Tried and Tested Skincare Products

It’s Another Clay Day: Hair and Body Products

Mud products

After having tested Facial Mud Masks for us a few months ago, Hazel Davis now turns her attention to other types of mud- and clay-based products for various parts of the body...

If I die tomorrow, let it be known that I want my body to be covered in Lush Dark Angels Face and Body Cleanser (£6.35, 100g) and buried underneath Piccadilly Station in Manchester. In thousands of years when my body is discovered, it will be perfectly preserved and smell absolutely amazing. I am addicted to this gorgeous product. It looks absolutely crazy, but, once you add a drop or two of water and spread around your body, it makes complete sense. The aroma is really fresh and, like a lot of Lush products, lingers long after usage. It’s also slightly abrasive, which makes it more effective than your average cleanser. It is really great on one’s décolletage. My only problem with it is that I don’t want to use any moisturising lotion afterwards because I love the smell so much.

I’m a huge fan of Dead Sea Spa Magik’s products but I still can’t decide whether or not I love its Conditioning Scalp Mud(£9, 330ml). I have used this product quite a few times now and each time my emotions are mixed. When it goes on (you apply it to wet hair) it feels really strange and wrong, as if it’s going to take weeks to wash out. This could be because I have very thick and long hair and every hairwash takes about three times longer than anyone else’s. But it smells absolutely stunning! (Dead Sea products have this gorgeous clean, spa smell that I really like.) Once washed out, my hair certainly has body but at the same time it feels slightly stiff. It’s the sort of body your hair gets if you put hairspray in it, so sometimes this is quite a nice feeling but, much as I love the product, my hair always feels softer and lighter when I don’t use it.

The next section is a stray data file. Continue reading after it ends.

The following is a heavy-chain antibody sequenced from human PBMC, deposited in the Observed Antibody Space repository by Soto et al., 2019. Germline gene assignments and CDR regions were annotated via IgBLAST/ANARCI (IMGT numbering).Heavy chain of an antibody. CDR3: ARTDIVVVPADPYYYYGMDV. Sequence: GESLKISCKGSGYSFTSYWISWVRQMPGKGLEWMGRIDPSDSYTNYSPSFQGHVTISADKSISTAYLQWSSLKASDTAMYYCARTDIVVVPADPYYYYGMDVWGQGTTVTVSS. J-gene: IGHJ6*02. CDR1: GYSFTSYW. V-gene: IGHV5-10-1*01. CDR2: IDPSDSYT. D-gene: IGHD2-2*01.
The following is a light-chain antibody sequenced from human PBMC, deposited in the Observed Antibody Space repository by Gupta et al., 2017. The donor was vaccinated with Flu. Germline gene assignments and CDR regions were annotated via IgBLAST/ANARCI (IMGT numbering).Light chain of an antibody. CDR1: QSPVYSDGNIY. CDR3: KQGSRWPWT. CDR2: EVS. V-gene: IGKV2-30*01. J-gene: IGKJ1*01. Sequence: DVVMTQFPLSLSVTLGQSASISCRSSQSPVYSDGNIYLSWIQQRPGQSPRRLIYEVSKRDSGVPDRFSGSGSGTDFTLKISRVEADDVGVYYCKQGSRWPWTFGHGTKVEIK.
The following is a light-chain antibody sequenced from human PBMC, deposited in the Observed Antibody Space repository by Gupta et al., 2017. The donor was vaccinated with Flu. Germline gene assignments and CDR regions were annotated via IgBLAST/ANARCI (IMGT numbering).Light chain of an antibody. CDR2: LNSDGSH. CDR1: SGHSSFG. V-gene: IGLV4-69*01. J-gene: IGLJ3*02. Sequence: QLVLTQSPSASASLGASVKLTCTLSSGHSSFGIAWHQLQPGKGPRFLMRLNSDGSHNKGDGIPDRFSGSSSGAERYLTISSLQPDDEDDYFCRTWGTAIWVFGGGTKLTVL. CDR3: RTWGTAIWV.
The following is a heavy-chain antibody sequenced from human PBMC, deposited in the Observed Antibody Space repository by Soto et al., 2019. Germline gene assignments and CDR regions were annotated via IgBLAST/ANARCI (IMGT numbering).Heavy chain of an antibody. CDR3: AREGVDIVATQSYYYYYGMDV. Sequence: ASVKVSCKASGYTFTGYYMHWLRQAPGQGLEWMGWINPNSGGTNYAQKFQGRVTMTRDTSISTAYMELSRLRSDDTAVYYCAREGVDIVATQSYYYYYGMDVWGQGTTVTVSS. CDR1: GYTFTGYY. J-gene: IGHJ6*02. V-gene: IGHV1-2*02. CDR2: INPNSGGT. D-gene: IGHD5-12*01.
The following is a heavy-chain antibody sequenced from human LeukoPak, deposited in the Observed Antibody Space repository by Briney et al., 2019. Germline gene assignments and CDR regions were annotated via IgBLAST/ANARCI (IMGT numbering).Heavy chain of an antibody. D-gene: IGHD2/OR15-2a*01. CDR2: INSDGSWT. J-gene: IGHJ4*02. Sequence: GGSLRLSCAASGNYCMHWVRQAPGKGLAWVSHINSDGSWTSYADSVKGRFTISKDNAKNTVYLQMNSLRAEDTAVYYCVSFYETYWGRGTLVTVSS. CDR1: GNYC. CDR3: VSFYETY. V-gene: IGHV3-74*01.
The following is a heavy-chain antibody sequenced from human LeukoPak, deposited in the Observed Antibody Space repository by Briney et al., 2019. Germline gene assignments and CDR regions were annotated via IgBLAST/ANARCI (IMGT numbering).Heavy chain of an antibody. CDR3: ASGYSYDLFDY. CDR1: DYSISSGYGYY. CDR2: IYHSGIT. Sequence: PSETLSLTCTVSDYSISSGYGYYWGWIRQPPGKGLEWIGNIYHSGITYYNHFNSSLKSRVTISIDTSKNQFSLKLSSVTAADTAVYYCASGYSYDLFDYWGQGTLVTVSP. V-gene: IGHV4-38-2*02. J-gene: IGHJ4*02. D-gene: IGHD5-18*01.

I don’t really like the packaging of the Monepris Mezzanine Rhassoul Clay Shampoo (£12, 100ml). However, the shampoo itself is lovely – all nice and earthy – and much less sticky than it might seem. It went on smoothly and washed out surprisingly easily, leaving my hair nice and shiny. The first time I used it I didn’t even use any conditioner and it did the job admirably on its own. My pot was quite small and my hair is quite big so it hasn’t lasted too long. I might actually buy some more of this one.

The aroma of the Bareskin Beauty Citrus Green Clay Cleanser (£29, 60ml) is a little offputting and it’s tempting to pop the lid straight back on again. The idea of smearing the contents on one’s face is a bit terrifying, I admit. However, after use my skin felt really very springy – in a good way – and I was impressed with it, and its pure, natural credentials. This is seriously good stuff and the cleansing effects really seemed to last after each use. But I did have to liberally apply perfume to my hands and pat over my face to cover up the fragrance, which really wasn’t for me.

I adore the Malki Dead Sea Natural Black Mud Mask Soap(£3.75, 90g) for its packaging alone. It’s as if Shirley Valentine called a focus group, asked “What’s cool about Abroad?” – and put the result in a picture. I am pretty sure it’s not deliberate but the box has such a retro feel that it’s a pleasure to look at in the morning. The soap itself is okay. The smell is mild and skin feels clean afterwards, just as you’d expect. Despite its black colour, it doesn’t result in particularly grimy bathwater though, which is very pleasing.

I will never, ever get bored of using and trialling mud products. If you’re a mud freak all these – and the mud mask products I reviewed for the face – are worth a go. There is something so deliciously virtuous about applying mud and clay to your skin, whilst at the same time it’s slightly naughty too ...

February 2014

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